Food trucks, popular pop-up businesses are gaining traction
These pop-up mobile kitchens entice people into the streets of downtown areas and can be used to entice customers into traditional retail/brick-and-mortar establishments.
Food trucks, a pop-up business that is essentially a mobile kitchen that traditionally served blue-collar workforces between shifts, have now gained significantly in popularity across a number of demographics. According to the “Best Customers: Demographics of Consumer Demand (2008)”, young adults and parents between the ages of 25 to 34 are the largest consumers from mobile vendors and they spend on average $44 a month!
In addition, the industry is thriving in several cities, such as L.A., New York, Austin and San Francisco, where they utilize websites to track mobile food trucks’ location on any given day. According to Michigan State University Extension, these pop-up mobile kitchens entice people into the streets of downtown areas and can be used to entice customers into traditional retail/brick-and-mortar establishments. this helps to increase business during lunch hours, as well as after work. IBISWorld, Street Vendors in the U.S. (2008) claim street locations/corners have 55 percent of the food truck market whereas construction sites have just 12 percent.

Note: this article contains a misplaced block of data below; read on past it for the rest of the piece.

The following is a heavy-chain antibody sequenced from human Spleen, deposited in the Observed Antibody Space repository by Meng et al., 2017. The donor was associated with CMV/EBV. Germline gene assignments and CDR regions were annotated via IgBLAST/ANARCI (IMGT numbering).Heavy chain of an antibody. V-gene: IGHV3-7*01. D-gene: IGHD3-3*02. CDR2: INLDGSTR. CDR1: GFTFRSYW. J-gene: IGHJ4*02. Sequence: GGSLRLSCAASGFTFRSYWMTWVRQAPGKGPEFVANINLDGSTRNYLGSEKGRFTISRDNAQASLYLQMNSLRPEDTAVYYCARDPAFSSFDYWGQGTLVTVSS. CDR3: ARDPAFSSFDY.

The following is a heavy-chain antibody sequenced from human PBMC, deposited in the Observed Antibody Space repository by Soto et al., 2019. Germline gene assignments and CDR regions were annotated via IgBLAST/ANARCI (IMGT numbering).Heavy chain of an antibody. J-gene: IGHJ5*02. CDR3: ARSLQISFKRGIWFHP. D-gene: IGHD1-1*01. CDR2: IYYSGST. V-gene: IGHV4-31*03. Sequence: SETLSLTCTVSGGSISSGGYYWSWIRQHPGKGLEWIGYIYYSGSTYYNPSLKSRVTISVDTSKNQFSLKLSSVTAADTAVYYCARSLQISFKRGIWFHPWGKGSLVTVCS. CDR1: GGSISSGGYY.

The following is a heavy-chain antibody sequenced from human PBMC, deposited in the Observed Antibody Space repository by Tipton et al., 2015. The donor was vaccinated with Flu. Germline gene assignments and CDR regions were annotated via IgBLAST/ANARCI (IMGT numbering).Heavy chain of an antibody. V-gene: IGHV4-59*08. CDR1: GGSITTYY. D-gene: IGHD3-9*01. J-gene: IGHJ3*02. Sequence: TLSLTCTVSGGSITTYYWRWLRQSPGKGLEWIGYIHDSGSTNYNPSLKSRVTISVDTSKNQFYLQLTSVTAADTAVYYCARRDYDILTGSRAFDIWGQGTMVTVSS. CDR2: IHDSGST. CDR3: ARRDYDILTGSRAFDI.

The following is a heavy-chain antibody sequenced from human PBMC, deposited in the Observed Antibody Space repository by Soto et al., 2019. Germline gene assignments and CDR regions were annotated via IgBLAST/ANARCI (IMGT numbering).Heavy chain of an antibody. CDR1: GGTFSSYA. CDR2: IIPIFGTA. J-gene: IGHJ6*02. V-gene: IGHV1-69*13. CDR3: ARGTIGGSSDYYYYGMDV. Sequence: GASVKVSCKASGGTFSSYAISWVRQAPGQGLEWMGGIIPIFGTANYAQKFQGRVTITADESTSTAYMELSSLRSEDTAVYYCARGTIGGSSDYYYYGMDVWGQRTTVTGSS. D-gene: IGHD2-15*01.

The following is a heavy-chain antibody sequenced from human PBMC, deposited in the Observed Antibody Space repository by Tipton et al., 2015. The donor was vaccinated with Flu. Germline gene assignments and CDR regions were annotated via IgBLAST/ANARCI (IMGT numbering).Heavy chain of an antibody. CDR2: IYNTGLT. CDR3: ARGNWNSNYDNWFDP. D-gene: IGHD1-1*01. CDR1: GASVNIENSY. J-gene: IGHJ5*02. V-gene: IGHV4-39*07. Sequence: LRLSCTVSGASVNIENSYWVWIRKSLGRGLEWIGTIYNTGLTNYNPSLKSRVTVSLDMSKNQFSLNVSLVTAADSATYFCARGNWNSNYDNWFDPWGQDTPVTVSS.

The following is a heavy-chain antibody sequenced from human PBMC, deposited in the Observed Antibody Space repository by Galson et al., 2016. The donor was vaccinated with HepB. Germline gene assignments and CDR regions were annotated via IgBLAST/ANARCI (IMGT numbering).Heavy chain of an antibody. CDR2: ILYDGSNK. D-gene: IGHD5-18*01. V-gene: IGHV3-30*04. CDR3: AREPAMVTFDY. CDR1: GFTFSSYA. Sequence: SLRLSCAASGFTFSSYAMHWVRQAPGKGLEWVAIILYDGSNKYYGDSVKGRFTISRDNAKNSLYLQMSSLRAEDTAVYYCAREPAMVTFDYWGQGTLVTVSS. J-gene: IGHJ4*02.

For instance, Portland, Oregon, has seen their downtown revitalized via the mobile food trucks movement in the last decade or two. While attending a three-day EcoDistrict training in Portland earlier this year, I witnessed food trucks being highlighted during a day-tour of the city’s successful economic development and revitalization strategies. This helped to overcome a once struggling city center. The city has numerous Portland food trucks catering to the downtown workforce and surrounding neighborhoods.
Detroit, Michigan is experiencing a similar revival that Portland once experienced with pop-up retail. Food trucks, for example, have exploded all over the city. Roaminghunger.com/det lists a number of food truck vendors in the Detroit area and their hours of operation and locations.
Whether smaller, more rural communities choose to accept these forms of business in their economic plans for the future remains undefined, but one thing for sure is that they are here to stay in larger urban areas. However, some small coastal communities and villages within Michigan’s Thumb are learning from the pop-up trend and are opening opportunity for such businesses during the tourism seasons.
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